The federal government and the Michael Smith Foundation for Health Research are providing $850,000 for a Faculty of Medicine-led project to remotely monitor the health of seniors in their homes.
The four-year grant will connect community- and hospital-based doctors and nurses to patients — especially those with heart failure or have recently been treated in an emergency room — to ascertain, over a secure connection, how well patients are recovering.
The TEC4Home project, led by Kendall Ho, a Professor of Emergency Medicine, also involves the B.C. Ministry of Health, Vancouver Coastal Health, TELUS Health and Sentrian, a software company focused on health data analytics. By monitoring weight, blood pressure, blood oxygen level, and heart rate, it aims to catch problems early that, if ignored, might otherwise require a return trip to the hospital. Patients also will fill out an online “how do you feel” form.
“Using innovative health technologies to support heart failure patients will hopefully not only improve their health outcome, but also decrease patient and caregiver stress and reduce the burden of this disease to individuals and our society,” Dr. Ho says.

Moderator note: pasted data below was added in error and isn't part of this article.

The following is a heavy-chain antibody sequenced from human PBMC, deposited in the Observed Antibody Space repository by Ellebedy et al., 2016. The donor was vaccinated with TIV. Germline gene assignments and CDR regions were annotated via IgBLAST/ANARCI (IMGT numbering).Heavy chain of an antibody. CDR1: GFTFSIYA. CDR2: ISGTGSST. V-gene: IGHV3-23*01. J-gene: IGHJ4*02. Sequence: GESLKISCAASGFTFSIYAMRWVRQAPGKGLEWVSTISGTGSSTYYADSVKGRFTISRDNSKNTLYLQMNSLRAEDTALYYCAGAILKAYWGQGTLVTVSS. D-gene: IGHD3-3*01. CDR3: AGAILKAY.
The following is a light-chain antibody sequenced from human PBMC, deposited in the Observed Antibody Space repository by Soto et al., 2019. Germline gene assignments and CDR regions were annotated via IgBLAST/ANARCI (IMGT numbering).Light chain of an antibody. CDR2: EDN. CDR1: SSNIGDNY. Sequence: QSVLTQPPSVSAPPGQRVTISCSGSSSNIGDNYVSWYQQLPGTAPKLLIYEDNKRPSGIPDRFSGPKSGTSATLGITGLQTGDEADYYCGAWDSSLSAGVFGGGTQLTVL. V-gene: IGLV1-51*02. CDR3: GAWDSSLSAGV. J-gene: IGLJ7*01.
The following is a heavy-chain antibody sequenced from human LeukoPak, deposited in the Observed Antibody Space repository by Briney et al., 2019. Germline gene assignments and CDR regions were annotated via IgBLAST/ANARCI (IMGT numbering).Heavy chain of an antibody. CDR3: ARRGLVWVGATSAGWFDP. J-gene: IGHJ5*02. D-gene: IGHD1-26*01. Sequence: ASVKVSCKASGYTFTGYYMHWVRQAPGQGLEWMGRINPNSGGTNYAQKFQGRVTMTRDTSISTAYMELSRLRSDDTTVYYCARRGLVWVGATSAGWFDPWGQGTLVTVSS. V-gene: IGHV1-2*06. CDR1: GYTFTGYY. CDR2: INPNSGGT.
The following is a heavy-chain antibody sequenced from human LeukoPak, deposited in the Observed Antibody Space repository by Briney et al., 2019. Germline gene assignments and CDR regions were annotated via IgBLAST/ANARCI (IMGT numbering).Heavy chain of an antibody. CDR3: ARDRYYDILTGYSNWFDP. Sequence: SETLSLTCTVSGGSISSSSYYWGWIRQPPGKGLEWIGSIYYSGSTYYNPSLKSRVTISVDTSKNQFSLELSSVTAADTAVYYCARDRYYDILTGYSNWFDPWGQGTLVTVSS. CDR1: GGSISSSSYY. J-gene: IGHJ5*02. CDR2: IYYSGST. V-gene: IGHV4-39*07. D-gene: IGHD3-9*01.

The Canadian Institutes of Health Research’s e-Health Innovation Partnership Program (eHIPP) in collaboration with the National Research Council of Canada Industrial Research Assistance Program (NRC-IRAP), is providing $750,000 over four years, with another $100,000 from the Michael Smith Foundation for Health Research.
eHIPP is designed to stimulate collaborations between health researchers, policy makers, clinicians and innovative technology companies. By bringing academia, health system, and industry together, eHIPP hopes that e-health innovations are being co-developed, tested with the people who will need them, evaluated for their cost-effectiveness, and entrenched into routine health care service delivery.